Dobbins Inn, in the heart of the historic town of Carrickfergus
Dobbins Inn Hotel
History & Hospitality in the Heart of Carrickfergus
The Norman knight Reginald D’Aubin was gifted some land in the shadow of the castle which his master Sir Hugh de Lacy had completed in 1200 and the tower house he built there became the Inn as we know it today, but what of its history? What of his descendents?
In 1315 Carrickfergus was attacked by Edward Bruce’s army and was swiftly overrun; but a body of men under John Logan slammed the castle gates and a siege began. In their number was Thomas Dobyn whose family feared for his safety since tales of Scottish prisoners being eaten by the defenders were being circulated by the townsfolk. They were reunited in August 1316 when the siege was lifted and at Dundalk in 1318 Bruce was defeated, hanged and quartered with a grisly portion sent to Carrickfergus where it was raised on a pike at the castle.
By 1401 Peter Dobyn was constable of the castle, his salary for the first year described as: “the profits of the town’s watermill, a liberty of £23-16-8d granted for the defence of the castle and one hundred cattle grazed free by the grace of the corporation”. In the century following, a succession of the family held civic office, becoming either Sheriff or Mayor.
During the Plantation of Ulster under King James the Dobbins’s Castle was shelter for those souls wishing to celebrate mass and during this period the “priest’s hole” was constructed and is visible today near reception. During this period one of the town’s most endearing ghost stories has its origins. Hugh Dobbin’s young wife fell in love with a handsome captain of foot stationed at the castle barracks. Dobbin, returning from the Tyrone rebellion, discovered the deception and “did put them to death with his sword” The unfortunate pair roam the castle, as Buttoncap and the old Inn, as Maude.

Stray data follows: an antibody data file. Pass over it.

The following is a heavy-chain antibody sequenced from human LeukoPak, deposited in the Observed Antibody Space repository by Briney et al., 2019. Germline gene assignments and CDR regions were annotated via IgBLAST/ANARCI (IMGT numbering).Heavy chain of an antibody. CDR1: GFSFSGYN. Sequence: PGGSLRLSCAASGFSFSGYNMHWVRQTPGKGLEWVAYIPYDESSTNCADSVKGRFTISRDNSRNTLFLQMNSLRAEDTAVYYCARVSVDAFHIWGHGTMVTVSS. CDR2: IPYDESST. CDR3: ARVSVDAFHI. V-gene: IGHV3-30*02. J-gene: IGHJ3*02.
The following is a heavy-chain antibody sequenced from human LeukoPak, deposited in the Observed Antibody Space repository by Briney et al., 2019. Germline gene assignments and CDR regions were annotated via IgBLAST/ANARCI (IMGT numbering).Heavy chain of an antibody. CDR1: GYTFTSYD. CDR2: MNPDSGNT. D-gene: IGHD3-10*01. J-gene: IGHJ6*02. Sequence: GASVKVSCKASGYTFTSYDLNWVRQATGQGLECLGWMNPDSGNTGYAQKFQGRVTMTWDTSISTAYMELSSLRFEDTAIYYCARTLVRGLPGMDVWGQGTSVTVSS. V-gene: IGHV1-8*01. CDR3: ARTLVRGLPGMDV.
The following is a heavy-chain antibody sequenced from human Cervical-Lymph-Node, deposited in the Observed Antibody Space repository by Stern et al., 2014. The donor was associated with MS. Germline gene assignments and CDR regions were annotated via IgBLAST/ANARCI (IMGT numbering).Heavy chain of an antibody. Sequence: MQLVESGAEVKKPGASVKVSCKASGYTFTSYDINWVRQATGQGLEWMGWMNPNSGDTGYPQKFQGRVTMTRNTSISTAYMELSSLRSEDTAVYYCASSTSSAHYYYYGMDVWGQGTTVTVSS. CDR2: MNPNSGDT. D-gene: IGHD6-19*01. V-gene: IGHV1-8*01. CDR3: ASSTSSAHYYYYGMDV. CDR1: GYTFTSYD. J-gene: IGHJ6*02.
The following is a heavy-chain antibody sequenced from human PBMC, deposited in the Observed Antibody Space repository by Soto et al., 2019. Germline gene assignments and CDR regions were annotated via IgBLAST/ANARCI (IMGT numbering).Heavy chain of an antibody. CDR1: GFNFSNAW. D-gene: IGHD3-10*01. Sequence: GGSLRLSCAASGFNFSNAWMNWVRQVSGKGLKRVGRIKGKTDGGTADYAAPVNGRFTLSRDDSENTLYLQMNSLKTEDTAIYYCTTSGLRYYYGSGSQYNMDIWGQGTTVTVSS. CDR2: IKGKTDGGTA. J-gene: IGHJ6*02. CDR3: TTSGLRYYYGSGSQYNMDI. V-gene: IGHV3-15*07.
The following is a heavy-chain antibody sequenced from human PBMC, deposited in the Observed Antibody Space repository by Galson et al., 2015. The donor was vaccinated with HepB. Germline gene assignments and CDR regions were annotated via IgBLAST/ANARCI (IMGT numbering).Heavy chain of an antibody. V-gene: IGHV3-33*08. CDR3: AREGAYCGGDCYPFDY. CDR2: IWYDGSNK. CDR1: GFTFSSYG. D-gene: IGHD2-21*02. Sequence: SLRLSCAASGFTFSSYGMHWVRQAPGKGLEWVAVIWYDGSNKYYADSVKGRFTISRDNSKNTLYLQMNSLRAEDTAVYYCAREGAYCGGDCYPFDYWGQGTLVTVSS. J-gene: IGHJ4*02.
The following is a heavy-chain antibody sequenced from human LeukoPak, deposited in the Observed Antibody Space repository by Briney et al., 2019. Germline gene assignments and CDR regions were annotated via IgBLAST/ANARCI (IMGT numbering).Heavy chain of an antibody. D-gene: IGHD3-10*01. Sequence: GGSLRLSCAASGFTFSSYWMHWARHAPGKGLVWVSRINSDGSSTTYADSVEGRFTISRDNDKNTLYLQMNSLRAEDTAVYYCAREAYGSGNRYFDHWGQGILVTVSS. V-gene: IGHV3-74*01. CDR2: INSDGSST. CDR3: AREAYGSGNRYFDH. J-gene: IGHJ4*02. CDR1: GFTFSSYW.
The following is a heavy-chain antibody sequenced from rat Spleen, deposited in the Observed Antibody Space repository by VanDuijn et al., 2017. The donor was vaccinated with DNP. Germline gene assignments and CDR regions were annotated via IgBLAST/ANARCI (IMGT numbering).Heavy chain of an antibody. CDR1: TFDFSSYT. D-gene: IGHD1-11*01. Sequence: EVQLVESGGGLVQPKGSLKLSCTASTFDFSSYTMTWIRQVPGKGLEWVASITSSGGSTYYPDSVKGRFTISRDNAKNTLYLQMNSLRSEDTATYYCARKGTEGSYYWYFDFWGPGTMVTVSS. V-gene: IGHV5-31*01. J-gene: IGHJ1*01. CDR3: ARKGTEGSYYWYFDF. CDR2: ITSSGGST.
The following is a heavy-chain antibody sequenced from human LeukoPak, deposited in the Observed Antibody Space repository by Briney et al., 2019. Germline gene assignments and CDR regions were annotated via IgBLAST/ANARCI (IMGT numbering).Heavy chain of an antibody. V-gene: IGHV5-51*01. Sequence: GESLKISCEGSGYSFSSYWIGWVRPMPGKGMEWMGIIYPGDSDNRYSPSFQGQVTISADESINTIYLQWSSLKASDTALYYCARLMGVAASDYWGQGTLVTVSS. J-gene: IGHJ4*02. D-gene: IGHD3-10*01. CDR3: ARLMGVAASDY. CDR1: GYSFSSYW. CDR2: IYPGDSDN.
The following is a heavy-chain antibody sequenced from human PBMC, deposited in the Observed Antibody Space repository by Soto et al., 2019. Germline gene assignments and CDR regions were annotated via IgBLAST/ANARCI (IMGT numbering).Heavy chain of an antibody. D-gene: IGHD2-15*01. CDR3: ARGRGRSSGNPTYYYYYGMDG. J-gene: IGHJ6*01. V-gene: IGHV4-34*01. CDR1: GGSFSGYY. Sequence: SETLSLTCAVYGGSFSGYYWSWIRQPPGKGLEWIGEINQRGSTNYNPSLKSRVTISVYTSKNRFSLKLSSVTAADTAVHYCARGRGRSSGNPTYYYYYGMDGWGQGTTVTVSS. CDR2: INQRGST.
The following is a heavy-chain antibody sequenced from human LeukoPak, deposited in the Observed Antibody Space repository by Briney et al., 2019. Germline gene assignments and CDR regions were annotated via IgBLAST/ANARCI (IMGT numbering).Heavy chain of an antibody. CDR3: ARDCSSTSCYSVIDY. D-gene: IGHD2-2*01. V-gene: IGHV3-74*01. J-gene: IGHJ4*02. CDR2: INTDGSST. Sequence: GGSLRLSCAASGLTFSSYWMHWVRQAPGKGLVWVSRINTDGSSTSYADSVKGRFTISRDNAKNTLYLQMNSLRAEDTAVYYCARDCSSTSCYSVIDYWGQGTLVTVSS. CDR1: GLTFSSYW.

A few lines in the ancient work “Miskimmin’s History and Antiquities of Ireland” lend weight to the claim that the Inn is the oldest in Ulster when, writing of Mayor James Dobbin in 1662, says “He, though of ancient family, yet kept an Inn and sold ales” On 16th April 1642 the Dobbin children are playing near the shoreline when ships are sighted, soon many men in tartan march from the town, her brother tells young Eliza that General Monroe’s army are going to fight crown enemies at Newry. These scenes are vividly brought to mind when, as a mother herself, on 14th June 1690, with cousin Robert Clarke, she gazes in awe at the army of William of Orange disembarking from a fleet at the old landing stage near the castle. The men set off on their long march to an important battle at the Boyne river.
By 1702 only a few of the family were in the borough, Peter had bought land in London, William had left to find fortune in the new world and Stephen moved to Armagh county. In 1753 the Inn was a stout town house owned by the Seeds family and on February 21st with Britain at war with France, Sheriff John Seeds escorts French prisoners to Belfast. At Boneybefore soldiers under Commodore Francois Thurot land and soon they were being repelled in the high street. Seed’s wife Susanna tries to comfort her young family frightened by the fighting outside but young Thomas slips out only to find himself between the armies. Chevalier D’Estrees, a French officer breaks ranks, runs to the child and takes him to his distraught mother. The defenders, so moved by the officer’s gallantry, send a dispatch to Thurot commending D’Estrees. Books belonging to the boy were part of a find made during renovations to the Inn and are now on display in the Thomas Seed’s room.